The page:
In an ideal world, one does not go to a hospital for whatever reason outside of accident, childbirth, annual checkups, or work. They provide a great and necessary service, of course, no one will doubt this, but nor will anyone disagree with the fact that one must keep one’s visits to the hospital and the doctor to as bare a minimum as possible – preferably once a year for an annual check-up. I however, am not among those lucky few. I have been confined to a hospital thrice: twice for dengue, and once for typhoid. I have also been an outpatient twice in recent years (the most recent incident being February of this year), both times for severe gastroenteritis. In all those cases I’ve watched as doctors take tests, analyze the results, and come to a diagnosis and from there come up with a treatment program that has, in my case, allowed me to survive to this day without anything truly serious happening to me (beyond a deep-seated fear of hypodermic and IV needles).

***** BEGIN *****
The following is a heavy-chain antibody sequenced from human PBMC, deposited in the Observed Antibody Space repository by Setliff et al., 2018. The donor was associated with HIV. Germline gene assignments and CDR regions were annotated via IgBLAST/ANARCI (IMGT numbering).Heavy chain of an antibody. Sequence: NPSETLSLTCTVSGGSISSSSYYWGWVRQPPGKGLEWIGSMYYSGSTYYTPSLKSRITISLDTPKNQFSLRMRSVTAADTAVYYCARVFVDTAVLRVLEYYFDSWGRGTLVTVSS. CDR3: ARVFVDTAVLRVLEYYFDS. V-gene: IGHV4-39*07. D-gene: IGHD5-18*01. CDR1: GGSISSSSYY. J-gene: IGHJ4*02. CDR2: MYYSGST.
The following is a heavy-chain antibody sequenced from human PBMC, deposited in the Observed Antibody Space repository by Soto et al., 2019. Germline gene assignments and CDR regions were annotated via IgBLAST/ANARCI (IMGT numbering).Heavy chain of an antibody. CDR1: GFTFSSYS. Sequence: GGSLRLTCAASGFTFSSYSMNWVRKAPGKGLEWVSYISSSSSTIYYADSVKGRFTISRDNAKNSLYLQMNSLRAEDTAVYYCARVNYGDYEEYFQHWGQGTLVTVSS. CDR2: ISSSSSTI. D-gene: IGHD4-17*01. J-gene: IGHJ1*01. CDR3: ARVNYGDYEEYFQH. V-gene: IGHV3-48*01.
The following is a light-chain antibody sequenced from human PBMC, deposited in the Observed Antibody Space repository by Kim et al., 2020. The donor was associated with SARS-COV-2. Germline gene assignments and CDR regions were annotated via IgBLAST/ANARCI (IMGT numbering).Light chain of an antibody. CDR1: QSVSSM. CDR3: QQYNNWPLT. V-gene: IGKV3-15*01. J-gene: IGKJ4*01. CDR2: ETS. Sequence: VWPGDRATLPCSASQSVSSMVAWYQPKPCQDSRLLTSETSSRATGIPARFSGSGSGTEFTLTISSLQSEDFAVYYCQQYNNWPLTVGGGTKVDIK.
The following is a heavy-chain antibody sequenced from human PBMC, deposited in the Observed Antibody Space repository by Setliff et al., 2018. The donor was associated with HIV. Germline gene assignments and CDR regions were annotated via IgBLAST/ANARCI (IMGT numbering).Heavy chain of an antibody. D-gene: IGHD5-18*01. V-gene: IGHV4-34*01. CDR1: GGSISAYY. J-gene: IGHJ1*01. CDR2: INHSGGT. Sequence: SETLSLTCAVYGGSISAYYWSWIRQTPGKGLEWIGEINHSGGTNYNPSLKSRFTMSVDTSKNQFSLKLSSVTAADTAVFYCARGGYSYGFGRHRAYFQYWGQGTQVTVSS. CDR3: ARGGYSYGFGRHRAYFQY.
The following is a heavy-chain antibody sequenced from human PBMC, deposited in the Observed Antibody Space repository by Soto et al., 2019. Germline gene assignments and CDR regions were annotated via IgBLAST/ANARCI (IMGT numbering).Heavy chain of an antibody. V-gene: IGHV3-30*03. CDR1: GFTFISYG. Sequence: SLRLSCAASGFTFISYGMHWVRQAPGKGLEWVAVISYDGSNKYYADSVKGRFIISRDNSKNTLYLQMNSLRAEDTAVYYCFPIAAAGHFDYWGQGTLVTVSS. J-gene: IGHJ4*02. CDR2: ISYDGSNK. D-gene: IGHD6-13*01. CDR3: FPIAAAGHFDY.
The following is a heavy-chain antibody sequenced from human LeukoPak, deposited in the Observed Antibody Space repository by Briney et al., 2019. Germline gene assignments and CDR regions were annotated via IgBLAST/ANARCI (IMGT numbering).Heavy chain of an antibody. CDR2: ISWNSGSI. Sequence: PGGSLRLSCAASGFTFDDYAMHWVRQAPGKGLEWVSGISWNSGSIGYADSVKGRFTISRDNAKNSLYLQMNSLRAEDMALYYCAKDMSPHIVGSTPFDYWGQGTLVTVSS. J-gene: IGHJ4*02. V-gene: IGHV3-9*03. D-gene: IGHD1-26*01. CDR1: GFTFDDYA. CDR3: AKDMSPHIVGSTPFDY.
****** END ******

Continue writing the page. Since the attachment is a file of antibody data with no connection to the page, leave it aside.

But I have always wondered: what is going on in the doctor’s head? How is he or she able to conclude, based on the tests and my symptoms, just exactly what’s wrong with me? I also asked: do they ever get it wrong? I know now, of course, that doctors get it wrong a lot of the time; I’ve just been lucky that all the doctors who’ve treated me haven’t done so in my case, and, thankfully, in the cases of the people I know and love. But there are a lot of people who haven’t been so lucky, and have either suffered more for it, or died for it.